Brett McLain from Kraken Explains how Digital Asset Firm Extensively Tests Products Before Offering them to Clients

Brett McLain, Director of Engineering – Crypto, Fiat, Staking at digital assets firm Kraken, notes that if you’re interested in digital currencies, payments, or staking and want to help create the financial system of the future, then you may be glad to know that the funding engineering team @ Kraken is hiring.

When Kraken launched 10 years ago, only three cryptocurrencies had been supported: Bitcoin (BTC), Litecoin (LTC), and XRP. Today, Kraken supports 82 crypto-assets on 33 different blockchain networks, and staking services for 8 virtual currencies, McLain wrote in a blog post.

In order to facilitate the millions of deposits, withdrawals, and staking transactions a year at Kraken, the crypto engineering team “operates hundreds of services to ensure the smooth flow of funds in and out of the exchange,” McLain explained.

He also mentioned that the blockchain or DLT software that underpins these services is “updated frequently; for some of the more active blockchains, hard and soft forks can be monthly in nature while others like Ethereum are twice-annual events.”

He pointed out that there are “at least a few software updates to [their] blockchain infrastructure every week.” The challenge of supporting and updating a large number of services, while also creating new ones can be “daunting,” McLain acknowledged.

During the past 12 months, the Kraken team has added support for:

60 new cryptocurrencies:

39 x ERC20 tokens

  • Polkadot (at mainnet launch)
  • Kusama
  • Filecoin (at mainnet launch)
  • Flow (at mainnet launch)
  • Kava
  • Energy Web Token (at mainnet launch)
  • USDT (TRC20)
  • 10 x Parachain Crowdloans
  • Solana
  • 1 x SPL token (Serum)
  • Mina

8 new staking assets:

  • Polkadot (at mainnet launch)
  • Kusama
  • Ethereum 2.0 (at mainnet launch)
  • Flow (at mainnet launch)
  • Cardano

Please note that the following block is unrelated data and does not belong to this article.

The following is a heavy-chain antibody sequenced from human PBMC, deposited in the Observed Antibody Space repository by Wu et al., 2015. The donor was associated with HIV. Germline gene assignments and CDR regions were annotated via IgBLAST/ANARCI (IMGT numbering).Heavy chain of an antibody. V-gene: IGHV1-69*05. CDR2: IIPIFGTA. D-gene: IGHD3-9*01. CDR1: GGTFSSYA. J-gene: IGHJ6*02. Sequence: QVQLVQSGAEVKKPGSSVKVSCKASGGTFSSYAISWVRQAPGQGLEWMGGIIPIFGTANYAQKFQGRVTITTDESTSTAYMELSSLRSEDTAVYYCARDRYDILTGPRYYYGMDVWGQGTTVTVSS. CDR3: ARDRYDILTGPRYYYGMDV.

• Cosmos
  • Kava
  • Solana

As noted by the Kraken team, these achievements were “accomplished alongside the maintenance of our existing integrations.” The engineers of the crypto team are responsible for “the gateway software written in house [and] for the maintenance and deployment of our blockchain infrastructure that our gateways rely on.”

The Kraken team also mentioned that the cadence of blockchain development on these projects can be “a blistering one, with breaking changes and novel new features coming frequently and sometimes with little warning.”

McLain also mentioned that they run end to end tests so that Kraken can manage “to release dozens of new products every year while keeping up with the fast pace of blockchain development.”

He added:

“Since the early days at Kraken, the emphasis has been that E2E tests are the most valuable kind of tests an engineer can build. Unit tests have their place, but many developers inexperienced with complex integrations tend to write unit tests for every piece of code they build in the belief that they’re improving the overall quality of the software they’re developing.”

McLain continued:

“This path, while full of good intentions, can often lead to a lot of pain down the road. Over reliance on unit tests tends to cement your architecture; it’s like pouring a layer of epoxy on top of your entire code base. You’re tightly coupling the code to its tests, making the code more rigid, inflexible, and resistant to being refactored.”

He further noted:

“The key takeaway here is that as a small engineering team, there’s no way we could ever maintain the volume of services we currently support, and build new products without end to end tests. Unit tests should be considered table stakes, but in isolation, they would not be sufficient for us to keep up in this evolving space. Instead, we’ve chosen to invest heavily in robust sets of integration and E2E tests that validate that our services will operate successfully in their most common modes of operation.”

He also mentioned that developing comprehensive E2E tests for “every single blockchain integration at Kraken consumes a significant amount of engineering resources.”

But it is a price they willingly or gladly pay, as their main concern is the safety of their customers’ assets and ensuring that they have “a quality experience” on their platform.

He confirmed that their team can release more products if they were spending a lot less time on tests when developing new integrations.

But doing so would go “against the ethos and values of not only the engineering team, but the company as a whole,” he clarified. McLain also noted that these tests ensure that they can “safely update to new versions of blockchain software, increase confidence during hard/soft forks, and reduce developer stress when deploying changes.”

For more details on this update from Kraken, check here.

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